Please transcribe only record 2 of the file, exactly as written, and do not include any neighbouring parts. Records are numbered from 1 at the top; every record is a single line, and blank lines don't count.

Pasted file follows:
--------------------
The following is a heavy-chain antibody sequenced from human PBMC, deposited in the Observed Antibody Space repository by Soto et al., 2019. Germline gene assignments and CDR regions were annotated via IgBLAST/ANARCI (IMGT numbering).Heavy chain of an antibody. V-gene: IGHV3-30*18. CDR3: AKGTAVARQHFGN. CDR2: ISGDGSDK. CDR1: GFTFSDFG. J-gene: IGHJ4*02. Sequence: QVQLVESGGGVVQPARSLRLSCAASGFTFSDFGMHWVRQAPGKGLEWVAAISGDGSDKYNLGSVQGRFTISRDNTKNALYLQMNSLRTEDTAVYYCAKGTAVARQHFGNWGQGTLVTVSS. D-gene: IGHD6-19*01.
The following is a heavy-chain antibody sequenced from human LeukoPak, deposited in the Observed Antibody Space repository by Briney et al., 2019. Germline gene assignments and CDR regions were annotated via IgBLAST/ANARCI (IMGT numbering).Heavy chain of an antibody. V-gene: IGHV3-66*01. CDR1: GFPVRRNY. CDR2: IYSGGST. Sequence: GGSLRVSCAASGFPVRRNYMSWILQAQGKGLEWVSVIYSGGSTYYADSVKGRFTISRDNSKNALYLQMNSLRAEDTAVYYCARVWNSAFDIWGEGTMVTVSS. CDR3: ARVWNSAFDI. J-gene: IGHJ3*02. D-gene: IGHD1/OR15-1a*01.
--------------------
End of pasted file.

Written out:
The following is a heavy-chain antibody sequenced from human LeukoPak, deposited in the Observed Antibody Space repository by Briney et al., 2019. Germline gene assignments and CDR regions were annotated via IgBLAST/ANARCI (IMGT numbering).Heavy chain of an antibody. V-gene: IGHV3-66*01. CDR1: GFPVRRNY. CDR2: IYSGGST. Sequence: GGSLRVSCAASGFPVRRNYMSWILQAQGKGLEWVSVIYSGGSTYYADSVKGRFTISRDNSKNALYLQMNSLRAEDTAVYYCARVWNSAFDIWGEGTMVTVSS. CDR3: ARVWNSAFDI. J-gene: IGHJ3*02. D-gene: IGHD1/OR15-1a*01.